The Conservative Party is facing a growing backlash from angry northern commuters after it was revealed that the north of England has seen £59 billion less in transport spending compared to London over the last ten years.
Almost 35,000 people have signed a petition demanding more investment outside the capital amid a row over a North-South divide in government spending, with organisers claiming its success “lays bare the real anger in the north” about recent developments.
Last week, transport secretary Chris Grayling announced government support for a £30 billion Crossrail 2 scheme for London just days after axing or downgrading rail projects in Wales, the Midlands and the North, the Press Association reported.
Meanwhile, figures published by the Institute of Public Research (IPPR) North revealed that the area is “underfunded” by almost £6 billion a year compared to London.
Separate analysis claimed that the vast majority of Department for Transport staff work in the capital and the south east, leading to an “institutional bias” that “patronises” northern commuters.
Leaders in Manchester, Liverpool, Leeds, Sheffield and Newcastle say Grayling had created “considerable uncertainty” and raised fears about the future of the Northern Powerhouse and the government’s aim of rebalancing the UK economy.
Greater Manchester mayor Andy Burnham and Liverpool city region mayor Steve Rotheram plan to convene a summit for northern political and business leaders in late August, before the return of Parliament.
IPPR director Ed Cox, who organised the petition, said the Department for Transport (DfT) “just isn’t listening” and called on the government to “deliver on its previous promises”.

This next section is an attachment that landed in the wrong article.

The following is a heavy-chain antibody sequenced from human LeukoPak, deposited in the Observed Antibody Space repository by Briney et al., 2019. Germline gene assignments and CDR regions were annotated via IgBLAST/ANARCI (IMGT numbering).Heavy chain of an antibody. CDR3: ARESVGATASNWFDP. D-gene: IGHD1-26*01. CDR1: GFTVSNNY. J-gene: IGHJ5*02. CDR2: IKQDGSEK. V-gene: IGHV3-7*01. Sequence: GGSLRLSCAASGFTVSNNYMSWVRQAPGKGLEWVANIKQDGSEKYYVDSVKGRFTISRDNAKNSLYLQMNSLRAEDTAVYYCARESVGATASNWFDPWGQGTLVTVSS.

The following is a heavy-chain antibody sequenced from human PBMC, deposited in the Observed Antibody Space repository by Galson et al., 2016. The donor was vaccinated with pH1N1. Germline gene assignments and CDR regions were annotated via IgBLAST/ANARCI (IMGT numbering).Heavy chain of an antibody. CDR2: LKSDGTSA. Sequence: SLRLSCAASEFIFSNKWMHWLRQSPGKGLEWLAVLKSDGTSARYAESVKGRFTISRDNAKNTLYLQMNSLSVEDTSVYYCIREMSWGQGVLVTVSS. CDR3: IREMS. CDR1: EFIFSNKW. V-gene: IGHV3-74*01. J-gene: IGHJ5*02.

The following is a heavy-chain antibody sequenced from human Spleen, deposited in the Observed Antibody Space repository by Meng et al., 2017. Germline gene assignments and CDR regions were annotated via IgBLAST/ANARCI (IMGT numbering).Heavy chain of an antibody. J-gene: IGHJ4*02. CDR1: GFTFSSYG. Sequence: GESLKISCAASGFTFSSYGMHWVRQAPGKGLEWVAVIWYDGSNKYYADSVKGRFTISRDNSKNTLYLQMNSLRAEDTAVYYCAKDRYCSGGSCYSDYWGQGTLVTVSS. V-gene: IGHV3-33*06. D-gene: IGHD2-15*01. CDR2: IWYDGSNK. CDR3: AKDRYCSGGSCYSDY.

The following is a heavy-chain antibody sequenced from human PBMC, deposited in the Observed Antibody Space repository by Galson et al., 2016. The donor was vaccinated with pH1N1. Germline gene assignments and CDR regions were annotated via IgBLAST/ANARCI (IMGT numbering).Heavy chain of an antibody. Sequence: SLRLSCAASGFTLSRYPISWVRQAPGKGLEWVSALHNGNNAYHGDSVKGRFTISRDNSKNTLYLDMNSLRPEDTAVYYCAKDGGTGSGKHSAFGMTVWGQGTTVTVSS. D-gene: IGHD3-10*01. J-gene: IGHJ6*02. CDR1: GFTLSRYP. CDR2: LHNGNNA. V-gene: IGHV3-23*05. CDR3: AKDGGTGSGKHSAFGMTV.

“Its response has been to patronise northern commuters up-in-arms as mouthy troublemakers who need a good lecture on London’s special transport needs,” he said.
“The Government keeps saying that London businesses will pay half of Crossrail 2, but it’s being tin-eared on calls for the North to get these investment-raising powers too.
Cox added: “Northern businesses would like to contribute but we need Transport for the North to get the powers TfL has to raise investment for essential infrastructure.”
But the DfT insisted money for the north is not being cut, despite the fact earlier pledges to electrify trans-Pennine rail lines to improve speed and capacity are now in doubt.
Instead, new “bi-mode” trains which run on diesel and electricity are planned. Critics say electric trains are faster, cleaner and greener.
38 DEGREES – Almost 35,000 people have signed a petition demanding a U turn
A spokesperson for the DfT said in a statement: “Building transport infrastructure has the potential to drive economic growth, create jobs and spread wealth across the country. That’s why we’re spending £57 billion on HS2, which will better connect Manchester and Leeds to the Midlands and London.
“It’s also why we’re committed to improving trans-Pennine services, and are working with Transport for the North to cut journey times and increase capacity between the major cities of the north.
“We are currently investing over £1 billion to improve rail infrastructure across the North of England, and major upgrades to the Manchester – Leeds – York route are being designed and developed.
“We are also investing £800 million on new road schemes in the North West, creating around 600 jobs – including upgrading the M62 to a four-lane smart motorway.”
They continued: “In spending taxpayers’ money, it’s vital for the government to deliver value for the whole country.
“So while we have agreed to work further with Transport for London on Crossrail 2, we have also said that London needs to pay half of the upfront construction costs and we have not committed any public funding yet.”